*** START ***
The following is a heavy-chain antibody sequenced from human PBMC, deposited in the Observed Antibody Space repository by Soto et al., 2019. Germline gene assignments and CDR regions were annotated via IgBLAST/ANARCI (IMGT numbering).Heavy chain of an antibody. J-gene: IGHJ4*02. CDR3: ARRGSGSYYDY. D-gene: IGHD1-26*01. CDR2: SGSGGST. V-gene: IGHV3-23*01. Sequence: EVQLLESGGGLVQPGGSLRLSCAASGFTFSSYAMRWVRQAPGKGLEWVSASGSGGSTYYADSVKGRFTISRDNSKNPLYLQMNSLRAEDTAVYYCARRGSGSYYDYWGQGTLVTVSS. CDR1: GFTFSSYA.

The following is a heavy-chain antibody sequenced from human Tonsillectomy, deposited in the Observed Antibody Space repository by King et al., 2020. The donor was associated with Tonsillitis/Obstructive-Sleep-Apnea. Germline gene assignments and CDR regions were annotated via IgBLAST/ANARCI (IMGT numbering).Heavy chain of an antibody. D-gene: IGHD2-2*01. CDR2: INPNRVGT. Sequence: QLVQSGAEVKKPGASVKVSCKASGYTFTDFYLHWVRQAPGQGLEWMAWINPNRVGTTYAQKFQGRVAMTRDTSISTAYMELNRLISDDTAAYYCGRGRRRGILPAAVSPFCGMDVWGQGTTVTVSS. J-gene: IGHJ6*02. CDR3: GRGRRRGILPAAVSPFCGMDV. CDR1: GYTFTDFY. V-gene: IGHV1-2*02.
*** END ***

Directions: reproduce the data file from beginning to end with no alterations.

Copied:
The following is a heavy-chain antibody sequenced from human PBMC, deposited in the Observed Antibody Space repository by Soto et al., 2019. Germline gene assignments and CDR regions were annotated via IgBLAST/ANARCI (IMGT numbering).Heavy chain of an antibody. J-gene: IGHJ4*02. CDR3: ARRGSGSYYDY. D-gene: IGHD1-26*01. CDR2: SGSGGST. V-gene: IGHV3-23*01. Sequence: EVQLLESGGGLVQPGGSLRLSCAASGFTFSSYAMRWVRQAPGKGLEWVSASGSGGSTYYADSVKGRFTISRDNSKNPLYLQMNSLRAEDTAVYYCARRGSGSYYDYWGQGTLVTVSS. CDR1: GFTFSSYA.

The following is a heavy-chain antibody sequenced from human Tonsillectomy, deposited in the Observed Antibody Space repository by King et al., 2020. The donor was associated with Tonsillitis/Obstructive-Sleep-Apnea. Germline gene assignments and CDR regions were annotated via IgBLAST/ANARCI (IMGT numbering).Heavy chain of an antibody. D-gene: IGHD2-2*01. CDR2: INPNRVGT. Sequence: QLVQSGAEVKKPGASVKVSCKASGYTFTDFYLHWVRQAPGQGLEWMAWINPNRVGTTYAQKFQGRVAMTRDTSISTAYMELNRLISDDTAAYYCGRGRRRGILPAAVSPFCGMDVWGQGTTVTVSS. J-gene: IGHJ6*02. CDR3: GRGRRRGILPAAVSPFCGMDV. CDR1: GYTFTDFY. V-gene: IGHV1-2*02.